Archive for digital humanities

CRSs in the Humanities: Engaging the Short Attention Span

Posted in Technology with tags , , , , , , , , on February 1, 2013 by Bola C. King-Rushing

[Repost from my 4/28/10 entry at The Active Class]

Your lecture is scheduled for 50, 75, perhaps 90 minutes. Maybe it’s a topic the students like, or you have a popular course, and they file into the room buzzing with anticipation. After 20 minutes or so, you feel the room’s energy starting to fade. Students are texting, reading the paper, checking Facebook, or just spacing out. Sooner or later, whether we like it or not, and regardless of class size, it happens. When it does, or possibly before we even get to that point, we often start thinking about “student engagement.”

“Engaging  students” can signify many things. It might be about presentation style; maybe you are as much a showman as a lecturer. It might be about the “hook,” as you find intriguing or controversial ways to introduce and discuss a topic. Or it might be about making the students interact, whether it’s with you, with the material, or with each other. No matter what path to engagement you prefer, it usually boils down to getting and keeping students’ attention.

Clickers are one way to increase engagement; this benefit has been widely reported, both anecdotally and empirically, especially in science and social-science courses. The large lectures standard in those fields are generally less common in the humanities, although we’re seeing larger class sizes and the transformation of some seminars into lectures in the face of budget crises. How might clickers help us engage students in the humanities, especially in larger courses?

One of the universal uses of clickers is to punctuate a lecture and vary its pacing. Stopping the lecture every 10-15 minutes for a clicker question or two serves several purposes. It can wake the students up just when they might be starting to fade away. They are then are forced to become more active in responding to (and presumably thinking about) a question. Even when clicker participation constitutes a small fraction of the total course grade, students will often pay more attention to the lecture when there are coveted points at stake. Even those students who usually resist engagement in class—those whom Graham et al. call “reluctant participators”—will participate.

Clicker questions can also be used to lessen the amount of actual lecturing that we do. The responses to a question can spur discussion; depending on the class size, you can either turn the lecture hall into a large discussion section, or you can allow the students time to talk things over in pairs or small groups. Peer instruction of this sort goes hand-in-hand with clicker systems. The interactivity can reinvigorate a class in just a few minutes.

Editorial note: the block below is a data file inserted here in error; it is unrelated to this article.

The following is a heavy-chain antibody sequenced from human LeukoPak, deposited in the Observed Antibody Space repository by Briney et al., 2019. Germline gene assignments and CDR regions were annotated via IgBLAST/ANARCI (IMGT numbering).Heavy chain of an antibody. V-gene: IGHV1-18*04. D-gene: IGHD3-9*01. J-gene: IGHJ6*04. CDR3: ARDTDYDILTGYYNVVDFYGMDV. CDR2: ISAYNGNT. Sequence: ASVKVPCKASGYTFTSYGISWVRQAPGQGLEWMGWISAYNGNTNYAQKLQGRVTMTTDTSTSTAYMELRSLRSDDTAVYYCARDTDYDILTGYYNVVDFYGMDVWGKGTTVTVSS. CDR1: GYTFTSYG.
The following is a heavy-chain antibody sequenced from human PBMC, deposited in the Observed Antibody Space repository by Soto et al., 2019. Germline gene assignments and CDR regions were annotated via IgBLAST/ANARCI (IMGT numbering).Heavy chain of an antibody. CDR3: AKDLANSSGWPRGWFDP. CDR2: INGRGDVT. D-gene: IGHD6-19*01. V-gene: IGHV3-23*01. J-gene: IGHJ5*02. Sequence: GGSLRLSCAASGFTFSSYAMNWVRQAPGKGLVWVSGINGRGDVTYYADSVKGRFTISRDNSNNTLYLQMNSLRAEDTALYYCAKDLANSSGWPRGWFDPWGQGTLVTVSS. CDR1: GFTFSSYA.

In many humanities courses, we’re examining cultural or political issues from particular points of view. Another way to engage students is to use the clicker questions to set the scene or to create both relevance and interest. A colleague of mine, in an attempt to introduce the ideas of consumer culture and symbols, asked her class what kinds of things they did with their Barbie dolls when they were young. She used a handful of responses to create an impromptu clicker survey that showed most people engaging in similar activities. The students realized that “culture” was not just an abstract idea, but something they have a direct relationship with.

Another type of pre-question is the opinion poll. A controversial issue—of which there is no shortage in humanities classes—can be introduced with a question asking to what degree the students agree or disagree with a position. Once they have expressed an opinion, students often feel that they have a vested interest in the discussion, whether it is to defend their own ideas or to learn about others. As it becomes clear that the lecture content or assigned reading has a direct bearing on the issue at hand, this increased investment makes the material more real to them. These and other types of questions can help students connect with the topic at hand, giving them a stake in the discussion—and a reason to pay better attention.

Attention is the name of the game. It’s a no-brainer, but the more students pay attention, the more they’ll learn from a lecture. They will also enjoy the course more, which can create a positive energy-feedback loop for instructors. We know that it’s not easy to hold a student’s attention for an hour.  Breaking the lecture up and making the time investment more personal for students will make things a lot easier for both students and instructors.

For more information on clickers and engagement:

Bart, Mary. “Can Clickers Enhance Student Learning?Faculty Focus. 18 Nov. 2009.